INTEREST RATES STAYING THE SAME – WE ARE IN DANGER OF BECOMING ADDICTED

By on April 12th, 2016

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This month we just passed the seventh year anniversary of Interest Rates being set at a record low 0.5%. The Budget announcement and Brexit have stolen financial press headlines to this milestone sneaked under the radar. The graph below (although slightly comical) shows the Interest Rate trend over recent years.

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The 0.5% rate was set in 2009 during a time of financial crisis and it was a necessary measure to curb the impact on the UK economy. However for the last 7 years we have seen the economy settlement and unemployment is consistently falling and below pre-crisis level. We are currently in a low interest rate environment worldwide, this is fuelled by uncertainty, inflation being low particularly given oil prices have slumped.

There are problems with ultra-low interest rates and Central Banks should be concerned:

  1. Inflation erodes the value of savings. Despite inflation rates being low inflation adjusted interest rates are negative means savings are being eroded. This is concerning as people are not saving and considering the future including retirement.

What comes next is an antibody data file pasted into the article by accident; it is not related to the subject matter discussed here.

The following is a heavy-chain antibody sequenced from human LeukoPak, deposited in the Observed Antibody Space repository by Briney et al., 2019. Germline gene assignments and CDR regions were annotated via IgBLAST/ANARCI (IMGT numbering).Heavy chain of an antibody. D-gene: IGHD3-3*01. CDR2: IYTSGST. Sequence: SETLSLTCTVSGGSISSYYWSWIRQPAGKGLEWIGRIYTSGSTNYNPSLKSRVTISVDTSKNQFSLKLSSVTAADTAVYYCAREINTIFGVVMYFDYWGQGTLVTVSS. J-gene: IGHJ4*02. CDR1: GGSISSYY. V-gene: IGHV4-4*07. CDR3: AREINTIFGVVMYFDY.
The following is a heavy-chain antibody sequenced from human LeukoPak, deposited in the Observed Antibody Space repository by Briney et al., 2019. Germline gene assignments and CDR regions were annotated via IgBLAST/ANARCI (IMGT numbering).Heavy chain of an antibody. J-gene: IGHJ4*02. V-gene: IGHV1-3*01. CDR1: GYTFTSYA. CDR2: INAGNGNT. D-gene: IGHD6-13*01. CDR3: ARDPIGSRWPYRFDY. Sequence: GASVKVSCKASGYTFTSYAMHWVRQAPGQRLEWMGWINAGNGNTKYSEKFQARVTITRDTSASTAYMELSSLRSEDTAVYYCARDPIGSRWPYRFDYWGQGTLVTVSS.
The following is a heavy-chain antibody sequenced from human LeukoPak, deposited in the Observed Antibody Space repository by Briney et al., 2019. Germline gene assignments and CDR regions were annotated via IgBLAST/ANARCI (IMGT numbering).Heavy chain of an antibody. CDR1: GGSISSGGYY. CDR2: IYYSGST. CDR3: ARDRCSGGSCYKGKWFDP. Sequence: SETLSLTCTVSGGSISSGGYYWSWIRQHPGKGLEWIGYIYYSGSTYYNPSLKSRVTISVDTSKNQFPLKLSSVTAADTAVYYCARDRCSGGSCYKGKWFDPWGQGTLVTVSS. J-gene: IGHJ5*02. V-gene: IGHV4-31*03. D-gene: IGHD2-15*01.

2. Low interest rates is encouraging more people to take on debt – this is what caused the financial crisis in the first place. Remember the credit crunch?
  3. House prices (particularly in London) are being pushed up. People who are already homeowners benefit from this but first time buyers and the younger generation simply cannot get on the property ladder.
  4. People are beginning to consider this rate the norm. This will make it harder for the Central Bank to increase interest rates which are in line or higher than inflation. The longer we continue the greater the risk is of addiction to low interest rates and subsequent economic shock when they do (inevitably) increase.

As the US Federal Reserve has (already) the Bank of England must consider a rate rise soon given economic performance is adequate. There always seems to be a short term issue which stops any increase happening and given the EU referendum in the UK we will be waiting some time yet before a decision is made. But, the role of the Central Bank is to take a long term view and not just look at Short term issues. Accordingly point 4 above supports that an interest rate rise should occur sooner rather than later.

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